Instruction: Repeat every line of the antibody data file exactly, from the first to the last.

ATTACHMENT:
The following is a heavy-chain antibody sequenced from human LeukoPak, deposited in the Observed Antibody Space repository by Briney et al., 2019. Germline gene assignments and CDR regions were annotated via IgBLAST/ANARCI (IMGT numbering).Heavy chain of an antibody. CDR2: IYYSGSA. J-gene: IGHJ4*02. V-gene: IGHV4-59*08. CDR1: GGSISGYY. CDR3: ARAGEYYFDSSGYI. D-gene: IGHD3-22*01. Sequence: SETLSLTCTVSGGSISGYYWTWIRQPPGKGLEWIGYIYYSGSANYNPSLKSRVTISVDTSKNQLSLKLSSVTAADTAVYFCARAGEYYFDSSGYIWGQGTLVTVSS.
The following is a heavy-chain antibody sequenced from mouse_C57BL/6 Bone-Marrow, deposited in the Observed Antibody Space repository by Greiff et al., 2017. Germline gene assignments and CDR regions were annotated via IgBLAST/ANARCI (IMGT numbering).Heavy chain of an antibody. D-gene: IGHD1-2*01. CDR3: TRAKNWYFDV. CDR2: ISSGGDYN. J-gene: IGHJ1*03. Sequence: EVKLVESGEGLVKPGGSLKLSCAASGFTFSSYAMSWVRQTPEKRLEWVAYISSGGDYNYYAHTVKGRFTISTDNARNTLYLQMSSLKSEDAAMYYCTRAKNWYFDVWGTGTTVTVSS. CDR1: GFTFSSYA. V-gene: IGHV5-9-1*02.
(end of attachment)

The following is a heavy-chain antibody sequenced from human LeukoPak, deposited in the Observed Antibody Space repository by Briney et al., 2019. Germline gene assignments and CDR regions were annotated via IgBLAST/ANARCI (IMGT numbering).Heavy chain of an antibody. CDR2: IYYSGSA. J-gene: IGHJ4*02. V-gene: IGHV4-59*08. CDR1: GGSISGYY. CDR3: ARAGEYYFDSSGYI. D-gene: IGHD3-22*01. Sequence: SETLSLTCTVSGGSISGYYWTWIRQPPGKGLEWIGYIYYSGSANYNPSLKSRVTISVDTSKNQLSLKLSSVTAADTAVYFCARAGEYYFDSSGYIWGQGTLVTVSS.
The following is a heavy-chain antibody sequenced from mouse_C57BL/6 Bone-Marrow, deposited in the Observed Antibody Space repository by Greiff et al., 2017. Germline gene assignments and CDR regions were annotated via IgBLAST/ANARCI (IMGT numbering).Heavy chain of an antibody. D-gene: IGHD1-2*01. CDR3: TRAKNWYFDV. CDR2: ISSGGDYN. J-gene: IGHJ1*03. Sequence: EVKLVESGEGLVKPGGSLKLSCAASGFTFSSYAMSWVRQTPEKRLEWVAYISSGGDYNYYAHTVKGRFTISTDNARNTLYLQMSSLKSEDAAMYYCTRAKNWYFDVWGTGTTVTVSS. CDR1: GFTFSSYA. V-gene: IGHV5-9-1*02.